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Gering, Nebraska’s Legacy of the Plains Museum hides a world-class collection of artifacts and stories behind its simple exterior. Inside the walls, you’ll find it’s carefully organized to tell the story of the North Platte Valley, its settlement, and farms and ranches. In fact, the museum is actually a new facility that combined the collections of two smaller museums when it opened in the fall of 2016.

I’ve visited lots of museums in small communities and enjoyed them all. They were often curated simply with yellowed hand-written tags, or sometimes, printed signs and banners. Whatever I found, I always enjoyed peeking into the past.

To be honest, since Gering has fewer than 10,000 people, and its twin city, Scottsbluff, less than 15,000, I anticipated something simple. And was amazed at what I found!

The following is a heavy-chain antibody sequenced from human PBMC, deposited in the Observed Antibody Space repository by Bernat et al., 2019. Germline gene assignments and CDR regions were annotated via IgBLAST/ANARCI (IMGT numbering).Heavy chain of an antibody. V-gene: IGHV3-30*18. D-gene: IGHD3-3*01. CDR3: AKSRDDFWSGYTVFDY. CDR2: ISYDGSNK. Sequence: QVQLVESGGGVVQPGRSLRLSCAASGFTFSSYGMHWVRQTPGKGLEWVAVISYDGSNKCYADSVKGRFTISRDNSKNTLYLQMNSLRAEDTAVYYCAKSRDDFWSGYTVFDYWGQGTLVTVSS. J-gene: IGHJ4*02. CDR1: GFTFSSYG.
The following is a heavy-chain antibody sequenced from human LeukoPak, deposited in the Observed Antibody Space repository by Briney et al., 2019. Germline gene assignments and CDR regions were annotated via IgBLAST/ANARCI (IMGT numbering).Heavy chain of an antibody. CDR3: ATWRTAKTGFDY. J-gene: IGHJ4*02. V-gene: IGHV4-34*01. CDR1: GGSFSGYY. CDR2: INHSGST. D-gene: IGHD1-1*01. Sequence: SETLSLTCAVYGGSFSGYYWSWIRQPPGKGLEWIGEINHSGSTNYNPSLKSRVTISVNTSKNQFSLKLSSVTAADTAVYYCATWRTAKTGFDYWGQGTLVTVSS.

Timeline of Local History

First peoples of the plains at Legacy of the Plains Museum in Gering, Nebraska.

First peoples of the plains at Legacy of the Plains Museum in Gering, Nebraska.

The first people in the North Platte Valley, some 10,000 years ago, were Paleoindian hunters who survived the harsh Nebraska conditions by hunting buffalo. By 5000 years ago, there’s evidence of permanent camps at Signal Butte.

European trappers and explorers came to the region by the early 1700s. It wasn’t explored earlier due to the swampy characteristics of the Platte River and its tributary, the North Platte. However, once the Oregon Trail was established in the early 1800s, western Nebraska played a significant role.

In fact, the migration along the Oregon Trail (or Oregon-California Trail) has been called one of the most important events in American history. Why? Roughly half-a-million people came by covered wagon through this area to places like Oregon, Utah, and California.

One of my favorite parts of the museum, the timeline, takes you through this whole history. Yellow signs mark the years, while a series of information text boxes, artifacts, engraved plates, and cardboard figurines provide information.